by Shane L. Larson
General Relativity is only the latest refinement of our ever growing understanding of gravity. Most of us become aware of gravity at a very young age. It is a playmate when we throw balls, an accomplice when we knock our unwanted food off the table, and our Nemesis as we learn to stand up and walk. All things being equal, gravity is a source of much mayhem when we are children, but hidden in the chaos we learn a few things, and we learn them deeply. When we drop things, they fall. When we jump in the air, we always come back down. It is such a pervasive part of our lives, that we seldom give it a second thought. Once you start school, you learn that gravity is a thing, and that thing keeps you on the floor, makes rain fall from the sky, and makes planets go around the Sun. Gravity is something you learn about in science class. But why is it a part of science class, when you learned about it as a toddler?
The job of a scientist (and a toddler) is to look at the world around us, take note of those “obvious” things that we don’t even give a second thought to, and ask “why is the world that way?” The answers to that question enable us to harness Nature by predicting the future. If I understand gravity, I can figure out how strong a building needs to be without tipping over (like the Leaning Tower of Pisa), I can figure out how much pressure a water tower will provide for a city, or I can figure out how big to make an airplane wing so it can fly. There is other physics to be sure in all of these, but gravity is at the heart of it all, just as we learned as children.
So how do we think about gravity? After all, it is not like an orange or a Lego brick — it’s not something tangible that you can pick up. In fact, if anything, it is totally invisible! The discovery of the invisible and how to talk about it is still one of the greatest feats of the human imagination. The first person to do this for gravity, was Isaac Newton. Fundamentally, Newton put us on the path to describing gravity using mathematics, the language of science. He first wrote down the Universal Law of Gravitation in his 1687 book, the Principia, along with all the math you needed to work with the Universal Law (read: calculus). Einstein refined and extended our understanding of gravity by writing down general relativity using a new mathematical approach: curvature and tensor calculus.
But learning how gravity works in the Cosmos from mathematics can take years of practice and patient study. Fortunately, we can develop some intuition about how gravity works by learning to draw some simple pictures.
Physicists describe the long range effect of gravity using the concept of a “force field,” or simply a “field.” As is often the case with spoken language, scientists adopt common words to mean very specific things that don’t always jive with what the rest of us think the word means. What do you think of when I say “field?” If you’re a country kid like me, you may imagine a vast expanse of rolling hillsides in eastern Oregon, stalks of wheat heavy with ripening grain rippling as the wind blows across the “field.” Others of you may imagine a late July afternoon, the hot sun shining down on the bleachers in Wrigley Field as the Cubs once again try to chalk up a win in the run to the pennant. Neither of these examples is what a scientist means by “field,” but they both have an important element to the scientific definition — big, open spaces.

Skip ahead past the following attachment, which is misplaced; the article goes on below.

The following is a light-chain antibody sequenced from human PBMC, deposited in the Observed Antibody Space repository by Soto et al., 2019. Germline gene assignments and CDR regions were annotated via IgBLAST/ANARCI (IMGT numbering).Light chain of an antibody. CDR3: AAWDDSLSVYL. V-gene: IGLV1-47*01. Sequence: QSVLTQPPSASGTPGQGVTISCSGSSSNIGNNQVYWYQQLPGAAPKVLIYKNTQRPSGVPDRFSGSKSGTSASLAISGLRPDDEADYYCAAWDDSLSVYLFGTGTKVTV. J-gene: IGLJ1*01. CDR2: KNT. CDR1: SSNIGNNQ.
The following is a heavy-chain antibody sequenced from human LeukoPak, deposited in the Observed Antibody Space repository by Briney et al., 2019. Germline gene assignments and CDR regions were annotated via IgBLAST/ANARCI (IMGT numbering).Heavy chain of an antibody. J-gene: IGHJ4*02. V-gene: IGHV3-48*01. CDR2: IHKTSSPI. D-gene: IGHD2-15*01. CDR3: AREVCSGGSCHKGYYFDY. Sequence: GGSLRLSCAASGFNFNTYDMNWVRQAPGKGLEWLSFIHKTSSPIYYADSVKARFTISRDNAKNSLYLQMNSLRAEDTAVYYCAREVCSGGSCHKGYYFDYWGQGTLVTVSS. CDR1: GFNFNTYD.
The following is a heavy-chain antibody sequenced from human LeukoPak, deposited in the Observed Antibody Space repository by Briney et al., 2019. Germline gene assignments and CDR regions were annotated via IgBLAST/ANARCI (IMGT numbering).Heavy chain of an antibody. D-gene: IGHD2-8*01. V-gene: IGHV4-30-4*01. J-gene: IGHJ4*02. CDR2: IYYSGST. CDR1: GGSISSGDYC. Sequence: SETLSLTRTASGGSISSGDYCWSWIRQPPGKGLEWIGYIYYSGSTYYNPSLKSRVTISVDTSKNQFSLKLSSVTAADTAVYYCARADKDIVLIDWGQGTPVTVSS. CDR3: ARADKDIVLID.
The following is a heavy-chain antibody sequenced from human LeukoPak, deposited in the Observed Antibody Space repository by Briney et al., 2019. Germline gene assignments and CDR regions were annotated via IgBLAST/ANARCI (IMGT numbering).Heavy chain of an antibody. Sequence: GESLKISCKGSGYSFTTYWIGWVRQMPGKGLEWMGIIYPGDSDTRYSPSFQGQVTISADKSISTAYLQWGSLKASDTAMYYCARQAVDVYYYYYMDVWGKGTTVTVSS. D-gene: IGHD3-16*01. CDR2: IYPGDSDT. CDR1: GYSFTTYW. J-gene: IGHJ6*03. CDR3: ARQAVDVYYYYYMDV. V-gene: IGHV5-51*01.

An important part of understanding gravity is recognizing that no matter where you are in space, if there is a source of gravity somewhere (say a planet, or a star), then you feel the tug of that gravity. Gravity fills all of space. That simple fact leads to the concept of a “field” in physics. We are going to draw pictures of fields, but there is a robust and well understood mathematical treatment of fields that will give you the same intuition (and more) as our simple pictorial model.
So how do we draw a picture of the “gravitational field?” The rules are:
- Draw arrows to represent the “gravitational force.” Those arrows fill all of space, and point toward the source of gravity (the direction that gravity is trying to pull you); they are usually called “lines of force.”
- Big, massive objects have more gravity than small objects, so they have more arrows pointing toward them — they exert more gravitational force on their surroundings.
- The gravity any object experiences is understood by how closely packed the field lines are in the vicinity. Lots of field lines near you equates with stronger gravity in your vicinity.
The planet itself is enormous, comprised mostly of gas surrounding a small rocky core. Deep beneath the clouds the pressure and temperature soar, making Jupiter glow in the infrared, cloaked in the light of its own inner heat.
On the top of the clouds, an enormous cyclonic storm has roiled and churned for at least the last 400 years, sometimes growing to three times the size of the Earth. We call it “The Great Red Spot.”
Among Jupiter’s entourage of moons is a wild and unpredictable world with volcanoes that spew molten sulfur 500 kilometers into space. This is the most volcanically active world we know, called Io.